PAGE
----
When the COVID virus was first suspected in the country, it didn’t cause significant changes. We went on with our daily lives thinking that it won’t be that bad or that it might be a false alarm.
We placed our daily routines on hold as the virus spreads. The government implemented curfews and lockdowns. They also suspended out-of-home activities such as businesses, schools, and public events.
Most people assumed it was “paused,” with the expectation that it will finish soon. But, as days turned into weeks and months, we understood that things would never be the same.
Our “normal” lives won’t resume and we had to adapt to the “new normal.” It was tricky, but thankfully, we are capable of adaptability and we were able to bring most of our activities online to try and regain a sense of pre-pandemic normalcy and routine in our daily lives. The “new normal” gave a lot of people more opportunities especially when it came to working.
With everyone connected to the internet, businesses, companies, and start-ups had a greater reach for hiring, thus increasing the trend of “virtual work” or “work from home”. But how exactly can you work virtually? What do you need to be able to work from home? If you’ve made it this far, you’re in luck because as a resident virtual assistant of The VA Hub in the Phillippines, I will be sharing with you 6 things I wish I knew before I started working from home.
#1: Find the perfect location.
Whether your house is big or small, yes there is a perfect location for your set-up. One of the things to consider when looking for your workspace is lighting. You have to ensure that you get good enough lighting that shows your face (and your space, if needed). Placing your workspace near a window could be good but avoid using your window as a part of your background as it will turn you into a silhouette when in video meetings. Another thing to consider is if your location is a busy area. If it is, you might want to try and relocate somewhere else, because it will be hard for you to concentrate. Instead, look for a clean and quiet space with little to no distractions.
#2: Invest in the right equipment.
When you decide to work from home, you want to ensure that you’re using the right equipment. Check your device if it meets the technical and system requirements of the meeting. Do you have a headset that you could use? Something with a noise-canceling microphone would be great for working from home. Is your camera clear and high in quality? Is your audio working? Do you need any additional light for your workspace? These are just some of the things that you may need when working from home. One of the biggest differences between physical office work and a home office is that you will have to create your own office once you decide to go this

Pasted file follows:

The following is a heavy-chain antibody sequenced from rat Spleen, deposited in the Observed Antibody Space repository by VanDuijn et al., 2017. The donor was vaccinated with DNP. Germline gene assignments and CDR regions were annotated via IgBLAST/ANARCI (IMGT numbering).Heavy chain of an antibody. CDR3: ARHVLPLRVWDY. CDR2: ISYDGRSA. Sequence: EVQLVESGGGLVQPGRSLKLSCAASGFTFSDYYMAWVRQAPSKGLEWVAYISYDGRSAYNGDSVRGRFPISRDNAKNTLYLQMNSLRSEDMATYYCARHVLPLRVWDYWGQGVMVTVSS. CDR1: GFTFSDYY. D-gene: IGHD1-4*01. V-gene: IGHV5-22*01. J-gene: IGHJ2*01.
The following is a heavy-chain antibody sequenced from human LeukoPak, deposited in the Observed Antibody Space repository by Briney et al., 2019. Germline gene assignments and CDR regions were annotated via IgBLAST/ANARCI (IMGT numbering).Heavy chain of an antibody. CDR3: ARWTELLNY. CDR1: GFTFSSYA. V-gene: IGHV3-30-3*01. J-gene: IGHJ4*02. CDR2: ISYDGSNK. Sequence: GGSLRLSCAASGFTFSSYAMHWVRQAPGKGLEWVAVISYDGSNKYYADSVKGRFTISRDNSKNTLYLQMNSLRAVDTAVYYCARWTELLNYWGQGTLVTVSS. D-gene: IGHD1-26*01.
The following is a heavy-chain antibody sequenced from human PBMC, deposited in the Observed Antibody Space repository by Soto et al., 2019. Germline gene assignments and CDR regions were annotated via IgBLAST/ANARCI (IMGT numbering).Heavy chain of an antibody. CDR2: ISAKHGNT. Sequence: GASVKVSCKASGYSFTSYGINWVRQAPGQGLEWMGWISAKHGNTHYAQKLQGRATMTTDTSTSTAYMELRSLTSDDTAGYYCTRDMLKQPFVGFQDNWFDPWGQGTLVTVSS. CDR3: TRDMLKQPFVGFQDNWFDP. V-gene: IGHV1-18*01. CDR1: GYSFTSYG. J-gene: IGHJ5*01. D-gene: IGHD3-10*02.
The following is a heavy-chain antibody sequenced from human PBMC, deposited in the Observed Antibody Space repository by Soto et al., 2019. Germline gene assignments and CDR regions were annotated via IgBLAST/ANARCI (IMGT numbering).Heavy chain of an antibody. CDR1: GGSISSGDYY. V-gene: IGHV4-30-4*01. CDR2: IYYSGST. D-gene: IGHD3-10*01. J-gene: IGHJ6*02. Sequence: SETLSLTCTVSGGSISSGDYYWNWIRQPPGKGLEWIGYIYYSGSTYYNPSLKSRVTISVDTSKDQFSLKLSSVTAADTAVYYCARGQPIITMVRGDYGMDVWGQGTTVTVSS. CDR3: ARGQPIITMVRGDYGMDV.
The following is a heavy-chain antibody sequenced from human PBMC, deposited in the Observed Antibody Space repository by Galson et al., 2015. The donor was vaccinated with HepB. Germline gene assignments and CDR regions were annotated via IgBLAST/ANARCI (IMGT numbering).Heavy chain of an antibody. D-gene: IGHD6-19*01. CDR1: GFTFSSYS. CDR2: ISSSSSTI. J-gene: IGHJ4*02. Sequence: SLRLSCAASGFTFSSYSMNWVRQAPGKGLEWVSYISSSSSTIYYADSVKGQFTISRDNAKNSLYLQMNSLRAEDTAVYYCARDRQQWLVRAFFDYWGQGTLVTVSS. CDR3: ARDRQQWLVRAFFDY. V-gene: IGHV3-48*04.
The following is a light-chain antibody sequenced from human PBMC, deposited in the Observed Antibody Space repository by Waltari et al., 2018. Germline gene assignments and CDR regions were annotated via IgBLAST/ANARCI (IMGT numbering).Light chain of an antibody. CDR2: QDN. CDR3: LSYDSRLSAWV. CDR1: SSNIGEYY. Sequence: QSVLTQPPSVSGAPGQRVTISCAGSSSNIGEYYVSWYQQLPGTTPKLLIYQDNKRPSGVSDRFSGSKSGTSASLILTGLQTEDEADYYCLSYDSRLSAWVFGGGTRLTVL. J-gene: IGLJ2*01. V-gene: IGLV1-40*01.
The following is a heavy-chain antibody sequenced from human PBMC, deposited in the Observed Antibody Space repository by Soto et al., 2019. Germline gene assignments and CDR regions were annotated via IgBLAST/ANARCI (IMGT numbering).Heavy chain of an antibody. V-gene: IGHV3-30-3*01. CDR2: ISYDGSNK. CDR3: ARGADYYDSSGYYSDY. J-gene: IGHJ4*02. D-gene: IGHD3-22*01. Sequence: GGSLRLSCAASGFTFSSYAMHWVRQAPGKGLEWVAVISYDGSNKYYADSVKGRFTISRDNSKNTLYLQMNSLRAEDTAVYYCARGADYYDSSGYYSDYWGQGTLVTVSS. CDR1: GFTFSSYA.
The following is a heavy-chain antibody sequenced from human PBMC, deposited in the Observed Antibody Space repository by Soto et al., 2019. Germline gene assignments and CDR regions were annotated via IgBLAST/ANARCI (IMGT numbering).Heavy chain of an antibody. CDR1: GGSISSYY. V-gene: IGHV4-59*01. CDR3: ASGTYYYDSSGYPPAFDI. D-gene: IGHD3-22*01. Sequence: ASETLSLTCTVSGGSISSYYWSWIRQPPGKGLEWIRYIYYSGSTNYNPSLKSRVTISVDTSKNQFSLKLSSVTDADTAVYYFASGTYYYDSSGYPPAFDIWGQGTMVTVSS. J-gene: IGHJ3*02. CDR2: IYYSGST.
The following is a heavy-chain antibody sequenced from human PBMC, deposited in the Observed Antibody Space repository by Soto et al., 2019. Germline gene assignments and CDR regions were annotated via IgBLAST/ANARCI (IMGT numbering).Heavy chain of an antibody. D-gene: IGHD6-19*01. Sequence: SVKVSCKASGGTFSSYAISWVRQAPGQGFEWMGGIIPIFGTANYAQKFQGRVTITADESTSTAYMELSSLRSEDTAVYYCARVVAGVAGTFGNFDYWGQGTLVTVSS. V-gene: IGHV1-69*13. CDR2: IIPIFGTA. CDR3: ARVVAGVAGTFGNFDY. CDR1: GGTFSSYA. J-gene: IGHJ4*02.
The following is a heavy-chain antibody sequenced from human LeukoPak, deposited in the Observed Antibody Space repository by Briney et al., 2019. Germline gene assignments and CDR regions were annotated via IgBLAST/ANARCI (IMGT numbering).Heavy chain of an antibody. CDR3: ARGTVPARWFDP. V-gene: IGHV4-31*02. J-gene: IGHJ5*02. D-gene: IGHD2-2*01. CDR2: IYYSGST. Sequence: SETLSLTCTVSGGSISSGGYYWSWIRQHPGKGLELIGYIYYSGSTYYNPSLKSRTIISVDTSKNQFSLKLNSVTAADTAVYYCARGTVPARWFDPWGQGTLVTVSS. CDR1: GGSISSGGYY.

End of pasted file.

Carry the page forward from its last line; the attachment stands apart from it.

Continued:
route. If you want to perform the job properly, you need to have your equipment that has the right specifications.
#3 Create your space
Now that you’ve found your perfect location and have your equipment, you can now start creating your space. The key to creating a good workspace is ensuring that it is clean and clutter-free to boost your productivity. You may also want to set the mood for your workspace by setting up a work atmosphere or adding work-related aesthetics that will boost your focus and productivity.
#4 Stay on top of things and be ahead
As a first-timer, it’s important to make sure you’re on top of everything. Create lists so that you don’t miss any of your tasks or deadlines. Create reminders for you to look back on. On top of that, you’ll have to be ahead of the game. A simple example would be logging in earlier than your start time to check on your equipment and if they’re working properly, check on your internet. Create contingency plans to fall back on in case of any emergency.
#5 Communication is key!
At this point, you’d have to be great at communication as it is crucial when working from home. In physical offices, you can visit a co-worker by their stations and ask for any clarifications or help, and you can do this several times throughout the day (depending on the availability of the person) in return, they could also visit you to check in on you and your work. But in a work-from-home set-up, you won’t have anyone to constantly check in on you. You have to know how to communicate constantly and efficiently. Give your supervisor an update, ask them for any clarifications – and so on, while also making sure that you keep it concise and complete. Although everything and everyone is online, not everyone is available to be able to respond to your queries.
#6 Take your breaks
I know this may sound basic but it’s something that most people need a reminder of. Take your breaks. Don’t be afraid to take them, and don’t do work (unless necessary). The best practice is to take a break outside or away from your workspace to let your senses recalibrate. Take a good deep breath and have your mind devoid of work for just a few minutes. This is important so that you won’t get burnt out from work. But that doesn’t necessarily mean that you overindulge in your breaks. Be responsible.
These are just some of the things to think about or go over when you decide to take on working from home here in the Philippines. You can take whatever works for you and leave what doesn’t, but these are the things I wish I knew before I started so that I could feel more confident in my work. What you’ve just read is also one of the things I noticed that helped keep my work-life balance. Hopefully, this helps and I can’t wait for you to hop on the work-from-home train!